BY DIANE FRANK
You walk to the abandoned farmhouse
knee deep in the stalks
of last summer’s flowers.
It’s early spring
and the deep red petals of oriental poppies
are blooming around your ankles—
a color that endures
even after the haystack burns.
This morning, there was a total
eclipse of the sun,
but now the light is coming back.
Above the rattled wood of the porch
and long grey boards decaying into embers
from too much summer rain,
a high cathedral window
stretches its thin blue glass
up to an early afternoon sky
fluttering with geese flying north.
The window seems almost out of place
above the Iowa prairie grass
and the pig farm over the ridge.
It seems more like a poppy than a window,
something too delicate
for the harsh seasons of a land
too far away from the river
where calves are born.
The edge of the sky is tinted like the poppies
that bloom every spring
but only for a week.
Maybe the farmhouse
was built by an immigrant family
who lost most of their money
in huge Atlantic waves
as they crossed the ocean.
In the new country
they kept bees and sold sweet honey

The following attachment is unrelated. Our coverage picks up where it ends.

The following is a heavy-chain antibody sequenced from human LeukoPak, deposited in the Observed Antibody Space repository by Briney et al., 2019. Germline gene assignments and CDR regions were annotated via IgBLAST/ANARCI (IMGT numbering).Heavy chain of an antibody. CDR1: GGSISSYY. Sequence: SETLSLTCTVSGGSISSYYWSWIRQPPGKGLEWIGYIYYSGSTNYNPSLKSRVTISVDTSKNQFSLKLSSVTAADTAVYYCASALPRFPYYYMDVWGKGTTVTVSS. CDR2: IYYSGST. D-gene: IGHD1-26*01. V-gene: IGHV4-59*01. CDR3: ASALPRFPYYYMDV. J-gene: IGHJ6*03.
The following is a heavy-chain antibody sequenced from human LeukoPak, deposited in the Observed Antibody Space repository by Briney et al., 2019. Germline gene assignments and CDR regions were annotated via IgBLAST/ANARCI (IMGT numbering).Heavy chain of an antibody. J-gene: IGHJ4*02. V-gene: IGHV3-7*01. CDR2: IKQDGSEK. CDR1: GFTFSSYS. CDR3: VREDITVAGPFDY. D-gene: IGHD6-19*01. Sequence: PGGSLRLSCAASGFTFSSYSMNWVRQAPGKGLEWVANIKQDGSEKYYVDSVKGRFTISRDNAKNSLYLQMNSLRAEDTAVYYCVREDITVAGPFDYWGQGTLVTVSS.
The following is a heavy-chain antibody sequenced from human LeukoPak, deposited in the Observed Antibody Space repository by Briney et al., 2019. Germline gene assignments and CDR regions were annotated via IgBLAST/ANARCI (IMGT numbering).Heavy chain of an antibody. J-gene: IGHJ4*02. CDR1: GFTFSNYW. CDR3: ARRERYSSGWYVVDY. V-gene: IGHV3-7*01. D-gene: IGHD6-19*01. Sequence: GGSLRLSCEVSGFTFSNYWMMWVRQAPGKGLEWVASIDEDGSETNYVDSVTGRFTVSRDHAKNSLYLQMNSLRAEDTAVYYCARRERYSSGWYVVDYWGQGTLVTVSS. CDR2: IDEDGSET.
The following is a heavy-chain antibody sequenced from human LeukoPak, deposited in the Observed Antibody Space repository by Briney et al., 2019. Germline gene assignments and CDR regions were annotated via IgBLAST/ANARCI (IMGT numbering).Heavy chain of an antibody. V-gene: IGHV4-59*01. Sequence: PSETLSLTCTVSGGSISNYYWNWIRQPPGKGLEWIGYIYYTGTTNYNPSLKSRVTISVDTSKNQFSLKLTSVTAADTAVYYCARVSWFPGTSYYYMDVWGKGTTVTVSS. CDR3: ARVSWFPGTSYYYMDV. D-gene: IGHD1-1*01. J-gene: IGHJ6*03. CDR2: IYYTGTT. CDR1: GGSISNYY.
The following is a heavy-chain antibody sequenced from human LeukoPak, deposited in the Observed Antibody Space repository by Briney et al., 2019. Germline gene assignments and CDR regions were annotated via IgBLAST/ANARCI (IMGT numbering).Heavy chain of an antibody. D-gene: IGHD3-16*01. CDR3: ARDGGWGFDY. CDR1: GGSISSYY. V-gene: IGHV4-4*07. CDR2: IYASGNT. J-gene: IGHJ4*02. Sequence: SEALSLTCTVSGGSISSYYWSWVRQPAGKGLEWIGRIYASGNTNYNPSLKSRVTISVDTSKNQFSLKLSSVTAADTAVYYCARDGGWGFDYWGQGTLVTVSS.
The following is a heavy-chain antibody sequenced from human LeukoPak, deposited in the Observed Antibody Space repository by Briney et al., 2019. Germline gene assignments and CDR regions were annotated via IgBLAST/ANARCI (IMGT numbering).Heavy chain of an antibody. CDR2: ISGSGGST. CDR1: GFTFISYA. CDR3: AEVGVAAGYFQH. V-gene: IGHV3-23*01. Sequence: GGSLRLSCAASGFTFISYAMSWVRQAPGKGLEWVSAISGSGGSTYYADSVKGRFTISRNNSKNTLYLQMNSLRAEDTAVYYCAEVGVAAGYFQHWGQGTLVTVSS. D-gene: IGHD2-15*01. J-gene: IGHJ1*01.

until their fingers grew wild
The farmhouses of their neighbors
were large, wide-planked, and white,
but they wanted to build their house differently.
They wanted the highest window
to be an altar to
the geometry of snow.
They wanted to build an open
cathedral to the moon.
Or maybe it was a vision
that came in a farm woman’s dream,
and her husband loved her so much
he had to build it exactly the way she saw.
And when he cut the wild shape of their love
into the wall
like a shrine of poppies,
he rode a dappled horse in the moonlight
to the only glass blower in Dubuque
who could roll the glass for his window
as thin as a dream.
He tinted it with a tiny song
of aqua hummingbirds
to protect his lover’s hands.
The night he finished the window
the full light of the moon
was streaming through the humid air.
The farmer moved their mattress
off the thick fretwork of their iron bed
into a frame of moonlight,
and the way they loved each other
was a mystery in the eye
of a newborn child.
An hour before dawn the next morning,
the cow who ate the shadows in their garden
birthed her calf
on the soft red petals of poppies.
They named the heifer
“Window Full of Moonlight.”
Maybe her mother’s milk had the secret
of the way back home.
Diane Frank is author of three books of poems, The All Night Yemenite Cafe, Rhododendron Shedding Its Skin, and Isis. A recipient of the Whiffen Poetry Prize, two Cressey Book Awards, and an NSFPS Poetry prize, she is also a documentary scriptwriter with expertise in eastern and sacred art. Diane teaches poetry and creative non-fiction workshops.